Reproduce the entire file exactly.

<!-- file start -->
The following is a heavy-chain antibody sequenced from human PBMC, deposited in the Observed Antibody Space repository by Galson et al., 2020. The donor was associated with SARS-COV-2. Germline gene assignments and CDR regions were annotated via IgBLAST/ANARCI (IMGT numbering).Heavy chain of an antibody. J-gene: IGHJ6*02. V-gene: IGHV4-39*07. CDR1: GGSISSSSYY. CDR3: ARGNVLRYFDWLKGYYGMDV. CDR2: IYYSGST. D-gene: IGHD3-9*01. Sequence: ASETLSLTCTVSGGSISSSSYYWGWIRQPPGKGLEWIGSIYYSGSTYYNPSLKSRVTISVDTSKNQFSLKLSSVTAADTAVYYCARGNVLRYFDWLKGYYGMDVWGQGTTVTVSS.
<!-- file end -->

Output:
The following is a heavy-chain antibody sequenced from human PBMC, deposited in the Observed Antibody Space repository by Galson et al., 2020. The donor was associated with SARS-COV-2. Germline gene assignments and CDR regions were annotated via IgBLAST/ANARCI (IMGT numbering).Heavy chain of an antibody. J-gene: IGHJ6*02. V-gene: IGHV4-39*07. CDR1: GGSISSSSYY. CDR3: ARGNVLRYFDWLKGYYGMDV. CDR2: IYYSGST. D-gene: IGHD3-9*01. Sequence: ASETLSLTCTVSGGSISSSSYYWGWIRQPPGKGLEWIGSIYYSGSTYYNPSLKSRVTISVDTSKNQFSLKLSSVTAADTAVYYCARGNVLRYFDWLKGYYGMDVWGQGTTVTVSS.